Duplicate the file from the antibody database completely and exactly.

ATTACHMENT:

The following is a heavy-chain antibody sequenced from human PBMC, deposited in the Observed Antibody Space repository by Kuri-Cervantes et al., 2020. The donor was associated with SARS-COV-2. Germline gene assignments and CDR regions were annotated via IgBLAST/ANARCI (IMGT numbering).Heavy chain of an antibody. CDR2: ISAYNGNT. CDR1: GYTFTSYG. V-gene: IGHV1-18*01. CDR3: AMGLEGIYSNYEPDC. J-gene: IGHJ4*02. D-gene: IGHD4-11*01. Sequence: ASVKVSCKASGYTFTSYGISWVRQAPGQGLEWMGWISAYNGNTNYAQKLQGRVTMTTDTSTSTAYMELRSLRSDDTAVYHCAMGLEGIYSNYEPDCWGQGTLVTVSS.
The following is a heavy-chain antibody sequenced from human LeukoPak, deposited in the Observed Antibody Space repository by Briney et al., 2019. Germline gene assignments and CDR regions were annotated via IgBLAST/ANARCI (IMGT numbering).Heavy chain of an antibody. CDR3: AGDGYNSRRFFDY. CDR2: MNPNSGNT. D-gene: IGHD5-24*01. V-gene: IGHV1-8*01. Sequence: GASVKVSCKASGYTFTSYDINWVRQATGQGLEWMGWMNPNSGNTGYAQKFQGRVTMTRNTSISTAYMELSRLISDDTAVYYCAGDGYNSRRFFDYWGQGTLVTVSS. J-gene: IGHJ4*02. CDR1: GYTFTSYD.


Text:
The following is a heavy-chain antibody sequenced from human PBMC, deposited in the Observed Antibody Space repository by Kuri-Cervantes et al., 2020. The donor was associated with SARS-COV-2. Germline gene assignments and CDR regions were annotated via IgBLAST/ANARCI (IMGT numbering).Heavy chain of an antibody. CDR2: ISAYNGNT. CDR1: GYTFTSYG. V-gene: IGHV1-18*01. CDR3: AMGLEGIYSNYEPDC. J-gene: IGHJ4*02. D-gene: IGHD4-11*01. Sequence: ASVKVSCKASGYTFTSYGISWVRQAPGQGLEWMGWISAYNGNTNYAQKLQGRVTMTTDTSTSTAYMELRSLRSDDTAVYHCAMGLEGIYSNYEPDCWGQGTLVTVSS.
The following is a heavy-chain antibody sequenced from human LeukoPak, deposited in the Observed Antibody Space repository by Briney et al., 2019. Germline gene assignments and CDR regions were annotated via IgBLAST/ANARCI (IMGT numbering).Heavy chain of an antibody. CDR3: AGDGYNSRRFFDY. CDR2: MNPNSGNT. D-gene: IGHD5-24*01. V-gene: IGHV1-8*01. Sequence: GASVKVSCKASGYTFTSYDINWVRQATGQGLEWMGWMNPNSGNTGYAQKFQGRVTMTRNTSISTAYMELSRLISDDTAVYYCAGDGYNSRRFFDYWGQGTLVTVSS. J-gene: IGHJ4*02. CDR1: GYTFTSYD.